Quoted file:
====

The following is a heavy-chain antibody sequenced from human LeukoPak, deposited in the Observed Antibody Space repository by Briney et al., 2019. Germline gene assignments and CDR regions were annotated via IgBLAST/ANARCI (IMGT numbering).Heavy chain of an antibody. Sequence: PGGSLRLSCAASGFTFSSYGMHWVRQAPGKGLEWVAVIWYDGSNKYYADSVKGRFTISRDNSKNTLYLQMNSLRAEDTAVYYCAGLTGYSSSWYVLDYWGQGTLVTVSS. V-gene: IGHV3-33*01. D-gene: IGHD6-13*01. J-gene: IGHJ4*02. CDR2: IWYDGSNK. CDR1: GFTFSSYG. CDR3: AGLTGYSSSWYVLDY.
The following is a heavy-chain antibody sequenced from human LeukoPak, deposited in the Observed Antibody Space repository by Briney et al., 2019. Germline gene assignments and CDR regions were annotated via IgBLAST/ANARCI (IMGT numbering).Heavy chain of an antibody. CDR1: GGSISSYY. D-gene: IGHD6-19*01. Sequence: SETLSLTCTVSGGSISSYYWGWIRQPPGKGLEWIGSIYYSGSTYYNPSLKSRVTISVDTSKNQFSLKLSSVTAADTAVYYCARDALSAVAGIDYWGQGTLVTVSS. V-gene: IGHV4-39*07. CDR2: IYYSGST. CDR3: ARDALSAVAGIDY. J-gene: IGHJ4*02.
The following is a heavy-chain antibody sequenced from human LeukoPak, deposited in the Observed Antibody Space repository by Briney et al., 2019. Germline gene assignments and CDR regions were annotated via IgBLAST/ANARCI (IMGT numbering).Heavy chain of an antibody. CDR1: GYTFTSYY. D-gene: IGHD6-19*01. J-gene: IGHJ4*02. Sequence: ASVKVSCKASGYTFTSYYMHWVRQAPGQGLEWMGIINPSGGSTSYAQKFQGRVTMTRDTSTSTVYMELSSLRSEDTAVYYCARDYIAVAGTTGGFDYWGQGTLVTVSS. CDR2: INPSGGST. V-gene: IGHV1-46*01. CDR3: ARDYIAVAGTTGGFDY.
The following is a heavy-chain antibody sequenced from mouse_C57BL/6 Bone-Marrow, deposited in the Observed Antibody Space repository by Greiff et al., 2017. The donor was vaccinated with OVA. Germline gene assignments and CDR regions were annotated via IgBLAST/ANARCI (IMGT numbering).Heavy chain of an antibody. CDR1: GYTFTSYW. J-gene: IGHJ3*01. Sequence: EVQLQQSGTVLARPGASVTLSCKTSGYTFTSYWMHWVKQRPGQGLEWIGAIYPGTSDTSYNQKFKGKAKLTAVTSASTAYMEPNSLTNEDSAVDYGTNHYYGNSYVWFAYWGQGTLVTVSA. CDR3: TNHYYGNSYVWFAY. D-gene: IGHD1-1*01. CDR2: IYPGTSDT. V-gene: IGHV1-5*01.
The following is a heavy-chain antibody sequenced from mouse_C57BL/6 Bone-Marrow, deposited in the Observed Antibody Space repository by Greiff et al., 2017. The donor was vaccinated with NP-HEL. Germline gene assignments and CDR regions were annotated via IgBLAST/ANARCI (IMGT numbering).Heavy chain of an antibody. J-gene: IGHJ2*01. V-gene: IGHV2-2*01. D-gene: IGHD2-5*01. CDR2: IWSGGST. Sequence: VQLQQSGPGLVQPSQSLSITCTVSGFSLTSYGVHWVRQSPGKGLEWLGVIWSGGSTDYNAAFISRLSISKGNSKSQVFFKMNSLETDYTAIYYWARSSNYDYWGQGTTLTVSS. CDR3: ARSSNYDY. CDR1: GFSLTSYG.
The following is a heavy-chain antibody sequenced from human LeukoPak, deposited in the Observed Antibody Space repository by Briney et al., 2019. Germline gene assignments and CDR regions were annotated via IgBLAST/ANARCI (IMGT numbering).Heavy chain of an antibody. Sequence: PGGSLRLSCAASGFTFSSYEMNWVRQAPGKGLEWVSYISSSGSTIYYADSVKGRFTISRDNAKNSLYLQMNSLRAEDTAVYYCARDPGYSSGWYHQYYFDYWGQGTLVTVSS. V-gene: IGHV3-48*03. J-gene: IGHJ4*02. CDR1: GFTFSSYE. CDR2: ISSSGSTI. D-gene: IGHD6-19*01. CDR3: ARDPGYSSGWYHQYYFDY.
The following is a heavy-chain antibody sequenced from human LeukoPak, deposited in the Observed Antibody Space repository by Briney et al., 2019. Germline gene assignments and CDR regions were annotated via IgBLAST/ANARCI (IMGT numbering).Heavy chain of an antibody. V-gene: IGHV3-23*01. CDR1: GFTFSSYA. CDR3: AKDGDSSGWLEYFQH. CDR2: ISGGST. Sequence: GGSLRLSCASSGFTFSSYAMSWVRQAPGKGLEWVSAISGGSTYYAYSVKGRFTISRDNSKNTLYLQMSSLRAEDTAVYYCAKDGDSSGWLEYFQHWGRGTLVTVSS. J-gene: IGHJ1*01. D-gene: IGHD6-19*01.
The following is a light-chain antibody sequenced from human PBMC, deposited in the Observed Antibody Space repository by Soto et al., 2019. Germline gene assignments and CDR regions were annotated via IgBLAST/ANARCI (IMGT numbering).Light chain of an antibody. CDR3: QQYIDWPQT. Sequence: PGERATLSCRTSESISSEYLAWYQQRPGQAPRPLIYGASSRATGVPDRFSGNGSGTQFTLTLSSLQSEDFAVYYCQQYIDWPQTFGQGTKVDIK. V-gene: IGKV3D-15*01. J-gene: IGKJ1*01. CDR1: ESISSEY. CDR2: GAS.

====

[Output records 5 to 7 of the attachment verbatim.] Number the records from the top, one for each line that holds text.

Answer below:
The following is a heavy-chain antibody sequenced from mouse_C57BL/6 Bone-Marrow, deposited in the Observed Antibody Space repository by Greiff et al., 2017. The donor was vaccinated with NP-HEL. Germline gene assignments and CDR regions were annotated via IgBLAST/ANARCI (IMGT numbering).Heavy chain of an antibody. J-gene: IGHJ2*01. V-gene: IGHV2-2*01. D-gene: IGHD2-5*01. CDR2: IWSGGST. Sequence: VQLQQSGPGLVQPSQSLSITCTVSGFSLTSYGVHWVRQSPGKGLEWLGVIWSGGSTDYNAAFISRLSISKGNSKSQVFFKMNSLETDYTAIYYWARSSNYDYWGQGTTLTVSS. CDR3: ARSSNYDY. CDR1: GFSLTSYG.
The following is a heavy-chain antibody sequenced from human LeukoPak, deposited in the Observed Antibody Space repository by Briney et al., 2019. Germline gene assignments and CDR regions were annotated via IgBLAST/ANARCI (IMGT numbering).Heavy chain of an antibody. Sequence: PGGSLRLSCAASGFTFSSYEMNWVRQAPGKGLEWVSYISSSGSTIYYADSVKGRFTISRDNAKNSLYLQMNSLRAEDTAVYYCARDPGYSSGWYHQYYFDYWGQGTLVTVSS. V-gene: IGHV3-48*03. J-gene: IGHJ4*02. CDR1: GFTFSSYE. CDR2: ISSSGSTI. D-gene: IGHD6-19*01. CDR3: ARDPGYSSGWYHQYYFDY.
The following is a heavy-chain antibody sequenced from human LeukoPak, deposited in the Observed Antibody Space repository by Briney et al., 2019. Germline gene assignments and CDR regions were annotated via IgBLAST/ANARCI (IMGT numbering).Heavy chain of an antibody. V-gene: IGHV3-23*01. CDR1: GFTFSSYA. CDR3: AKDGDSSGWLEYFQH. CDR2: ISGGST. Sequence: GGSLRLSCASSGFTFSSYAMSWVRQAPGKGLEWVSAISGGSTYYAYSVKGRFTISRDNSKNTLYLQMSSLRAEDTAVYYCAKDGDSSGWLEYFQHWGRGTLVTVSS. J-gene: IGHJ1*01. D-gene: IGHD6-19*01.